Money Life with Chuck Jaffe is leading the way in business and financial radio. The Money Life Podcast is a daily personal finance talk show, Monday through Friday sorting through the financial clutter every day to bring you the information you need to lead the MoneyLife.
iCapital's Amoroso: The market has adjusted to bad fundamentals
Anastasia Amoroso, chief investment strategist at iCapital, says that while the market and economic fundamentals look pretty bad, those problems have been so obvious for so long that the market has adjusted to where it is now letting slight improvements in the data lead it higher. As a result, even if the numbers show just slight improvement, the market can react positively, which should make it that both the economy and market look much better late in 2023. Amoroso is concerned that the technicals overreacted to a good January, which could lead to short-term volatility or downturn, although she generally finds technicals showing a longer-term positive trend. In the ETF of the Week segment, Tom Lydon, vice chairman at VettaFi, revisits his pick from last week -- the classic Standard and Poor's 500 fund that started the exchange-traded fund business -- with a twist, making an equal-weight index fund his selection. And in the Market Call, Lauren Hill, portfolio manager and research analyst at Westwood Investment Management discusses large-cap and consumer-discretionary stocks.
Rozencwajg says energy's in a sweet spot with good fundamentals, cheap prices
Contrarian-minded commodities expert Adam Rozencwajg, co-manager of the Goehring and Rozencwajg Resources fund says the energy market 'has a really unique setup' where prices have risen but money and investment has not flowed to the business, which is likely to extend the positive edge and duration of the current energy cycle. Rozencwajg says tight energy supplies will continue, having bullish implications for the whole sector until investors start pushing money into the sector. Also on the show, Jenna Lemair of Insuranks.com discusses the petflation and the site's survey on how animals and pet owners have not been immune from rising prices for food and medical care, Chuck answers a listener's question about tax-loss harvesting in the new year, and Sandy Villere, co-manager of the Villere Balanced and Villere Equity funds, talks stocks in the Market Call.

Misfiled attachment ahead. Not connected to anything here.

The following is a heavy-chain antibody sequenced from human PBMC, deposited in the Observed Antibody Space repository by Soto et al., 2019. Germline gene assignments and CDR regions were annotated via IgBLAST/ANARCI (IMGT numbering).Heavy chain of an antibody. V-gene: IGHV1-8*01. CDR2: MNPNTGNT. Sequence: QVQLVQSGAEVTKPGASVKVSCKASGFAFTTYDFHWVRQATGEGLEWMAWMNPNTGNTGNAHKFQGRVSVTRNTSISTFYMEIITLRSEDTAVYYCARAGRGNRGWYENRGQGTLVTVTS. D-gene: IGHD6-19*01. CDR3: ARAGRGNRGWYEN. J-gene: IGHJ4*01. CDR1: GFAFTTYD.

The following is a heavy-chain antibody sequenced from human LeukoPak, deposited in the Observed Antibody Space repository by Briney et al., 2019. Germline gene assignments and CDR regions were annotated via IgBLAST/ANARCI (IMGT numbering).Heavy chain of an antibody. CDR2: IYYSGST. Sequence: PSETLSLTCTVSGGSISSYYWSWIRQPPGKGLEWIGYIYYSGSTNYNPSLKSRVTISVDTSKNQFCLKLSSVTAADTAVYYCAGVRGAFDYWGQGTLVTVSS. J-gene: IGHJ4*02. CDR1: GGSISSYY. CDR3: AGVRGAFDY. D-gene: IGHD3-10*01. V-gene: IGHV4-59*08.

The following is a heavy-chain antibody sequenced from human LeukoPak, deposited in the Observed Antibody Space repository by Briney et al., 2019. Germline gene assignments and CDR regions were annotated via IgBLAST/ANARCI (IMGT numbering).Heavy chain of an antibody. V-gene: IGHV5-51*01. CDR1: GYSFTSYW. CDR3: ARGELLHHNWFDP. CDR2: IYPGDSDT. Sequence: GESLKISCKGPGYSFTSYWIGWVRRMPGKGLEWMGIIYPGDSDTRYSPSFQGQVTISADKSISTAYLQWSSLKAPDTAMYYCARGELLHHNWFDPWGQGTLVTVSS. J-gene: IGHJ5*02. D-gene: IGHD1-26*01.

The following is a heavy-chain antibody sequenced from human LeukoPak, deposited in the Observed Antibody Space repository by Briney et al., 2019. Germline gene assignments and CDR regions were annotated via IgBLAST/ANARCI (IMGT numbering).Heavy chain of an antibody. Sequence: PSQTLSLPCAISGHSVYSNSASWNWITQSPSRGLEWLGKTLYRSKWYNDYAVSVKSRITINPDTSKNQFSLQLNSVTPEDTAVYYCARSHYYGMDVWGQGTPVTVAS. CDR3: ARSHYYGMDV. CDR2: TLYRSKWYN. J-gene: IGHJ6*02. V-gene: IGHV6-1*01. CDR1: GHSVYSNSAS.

Nigam Arora: Technicals are turning bullish 'but you have to be bearish'
Nigam Arora, editor of The Arora Report says that there's a disconnect between the messages being sent by market and economic fundamentals and technicals, with the technical indicators turning bullish despite longer-term economic data sending bearish signs. As a result, Arora says investors should expect significant volatility and should put more money into the short-term technicals to take advantage of the back-and-forth even as they become more conservative in their long-term investments. Michele Schneider, director of trading education and research at MarketGauge.com, echoed Arora's take on improving technicals, noting that until something changes in those indicators, 'We rally to resistance.' Also on the show, Mark Hamrick, senior economic analyst at Bankrate.com, discusses the site's research into the record percentage of Americans who say they can't afford to pay a $1,000 emergency bill without going into debt. In the Market Call, Ryan Jacob, chief investment officer at the Jacob Funds talks about early-stage, high-growth investing in technology and small-cap stocks.
The 'January trifecta' has Jeffrey Hirsch expecting '23 to be a big winner